During the entire month of July, the regiment, deployed in Dombasle's Corps harassed the Prussians. On July 25, the entire regiment marched to Erfurt. On July 28, it joined the main army in Weimar for the during the Austro-Imperial campaign in Saxony.

On July 31, the regiment was part of the vanguard of Prince Baden-Durlach, which marched to Auerstädt.

On August 19, the entire regiment (378 men) encamped with the Reichsarmee north of Eutritzsch on the road to Halle, By August 24, the regiment was in Leipzig, as part of the corps of FZM St. André.

On September 8, St. André's Corps was attacked by the corps of the Prussian Major-General Wunsch. During the Combat of Zinna, the regiment was deployed in the first line of the cavalry left wing. It came under heavy fire from the Prussian artillery and suffered heavy losses.

On September 21, the regiment was present at the Combat of Korbitz where it was deployed in Kleefeld's Division, which was not involved in fighting.

On October 2, the Reichsarmee encamped near Dresden, remaining there until October 20.

On November 25, when the Reichsarmee took its winter-quarters, the regiment went to Döbra and Wallersdorf.

On December 3, the troops proceeded by way of Bohemia to Franconia to their final quarters, the entire regiment was quartered in Weißenburg, in the County of Coburg.


In 1760, the regiment, as most of the cavalry, remained in its winter-quarters longer than usual.

On June 3, when the regiment was reviewed, it numbered 330 men fit for service. On June 8, it marched with the Reichsarmee to Saxony by way of Kulmbach, Münchberg and Hof and proceeded to Zwickau, the present regiment forming part of the vanguard of the corps of Count Stolberg.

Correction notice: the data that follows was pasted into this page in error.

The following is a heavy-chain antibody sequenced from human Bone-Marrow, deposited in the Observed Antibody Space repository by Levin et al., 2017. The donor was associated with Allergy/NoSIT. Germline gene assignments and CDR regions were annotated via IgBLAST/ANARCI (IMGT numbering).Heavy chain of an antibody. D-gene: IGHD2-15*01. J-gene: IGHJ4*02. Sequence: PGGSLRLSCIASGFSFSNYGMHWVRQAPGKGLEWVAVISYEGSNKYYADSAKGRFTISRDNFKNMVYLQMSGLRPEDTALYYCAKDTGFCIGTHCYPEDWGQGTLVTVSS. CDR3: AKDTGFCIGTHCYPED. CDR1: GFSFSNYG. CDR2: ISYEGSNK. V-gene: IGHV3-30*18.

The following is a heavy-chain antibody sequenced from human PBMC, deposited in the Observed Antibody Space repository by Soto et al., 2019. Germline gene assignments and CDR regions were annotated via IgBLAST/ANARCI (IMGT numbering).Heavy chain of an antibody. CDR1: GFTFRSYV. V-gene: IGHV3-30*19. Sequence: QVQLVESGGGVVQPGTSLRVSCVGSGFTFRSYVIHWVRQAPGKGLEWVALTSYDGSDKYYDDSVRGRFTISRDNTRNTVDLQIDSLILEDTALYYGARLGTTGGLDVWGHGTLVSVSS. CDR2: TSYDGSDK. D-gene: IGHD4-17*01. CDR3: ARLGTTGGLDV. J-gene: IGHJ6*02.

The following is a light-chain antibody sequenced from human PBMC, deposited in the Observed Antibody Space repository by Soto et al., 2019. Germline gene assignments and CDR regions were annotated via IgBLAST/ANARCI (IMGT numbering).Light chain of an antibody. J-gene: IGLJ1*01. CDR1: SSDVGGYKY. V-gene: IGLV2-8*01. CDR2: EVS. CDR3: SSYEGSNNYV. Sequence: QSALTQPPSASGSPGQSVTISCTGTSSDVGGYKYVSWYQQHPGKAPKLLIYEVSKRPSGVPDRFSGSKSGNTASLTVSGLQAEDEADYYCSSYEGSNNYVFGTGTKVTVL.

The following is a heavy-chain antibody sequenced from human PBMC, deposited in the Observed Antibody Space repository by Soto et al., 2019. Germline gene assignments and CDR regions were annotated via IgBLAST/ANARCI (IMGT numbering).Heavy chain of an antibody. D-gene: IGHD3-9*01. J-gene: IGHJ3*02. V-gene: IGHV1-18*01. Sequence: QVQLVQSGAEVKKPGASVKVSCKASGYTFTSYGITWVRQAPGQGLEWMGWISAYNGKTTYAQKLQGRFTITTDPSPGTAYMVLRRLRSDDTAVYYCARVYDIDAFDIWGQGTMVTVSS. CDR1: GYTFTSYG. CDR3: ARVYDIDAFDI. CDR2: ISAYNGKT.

On July 10, 100 men of the regiment had to haul boats between Pirna and Dresden on the Elbe.

On July 13 at night, when Zweibrücken retreated with the whole army by way of Lockwitz to Dohna, the entire regiment was attached to the rearguard.

By August 9, the regiment had been allocated to the Reserve in Gourcy's Corps.

On August 20, the regiment took part in the Combat of Strehla. On August 27, it was at the capture of Torgau.

From October 3 to 14, during the Siege of Wittenberg, the regiment was in second line.

On October 31, when the Reichsarmee marched to Freiburg, the regiment, along with some other troops, remained at Lucka and later marched to Altenburg.

By December 22, the regiment had taken its winter-quarters near Kronach.


By February 15, 1761, the regiment was in Arnstadt. On April 14, when the Reichsarmee encamped between Berneck, Kronach and Sonnenberg, the entire regiment was at Neustadt an der Heide with the cavalry, now subordinated to FML Bretlach.

On June 4, the regiment encamped at Eisleben.

On December 14 and 15. December, when the army took to its winter quarters, the regiment was allocated to the corps of FML Luszinsky, which was posted in Zeitz and Naumburg to secure the winter-quarters.


By April 30, 1762, the regiment (now 351 men) was in Penig.

At the end of July, the Austro-Imperial army retreated to Franconia, and – after receiving new orders from Vienna – returned to Saxony. The regiment, now part of Rosenfeld's Corps took position near Hof.

By the end of December, the regiment occupied outposts near Ostheim, Meiningen and Fulda.


In the beginning of February 1763, after the signature of a treaty of neutrality between Prussia and Elector Karl Theodor of Palatinate, Palatine troops returned to their homeland. The regiment was reduced to two squadrons of 150 men – without horses.


Each contingent forming this regiment (Prinz Friedrich Cavalry and the Oberrheinische Kreiseskadron) retained its own uniform.


no information found yet


Bezzel, O.: Geschichte des Kurpfälzischen Heeres, Bayrisches Kriegsarchiv, IV. File, part 1 and 2, Munich 1925

Grosser Generalstab Kriegsgeschichtliche Abteilung II: Die Kriege Friedrichs des Grossen, Part 3 Der siebenjährige Krieg 1756-1763, Vol. 5 Hastenbeck und Roßbach, Berlin, 1903, Appendix 8

Rogge, Christian: The French & Allied Armies in Germany during the Seven Years War, Frankfurt, 2006

Vial, Jean-Louis: Nec Pluribus Impar

N.B.: the section Service during the War is partly derived from our articles depicting the various campaigns, battles and sieges.


Harald Skala for the translation and integration of info from Bezzel's work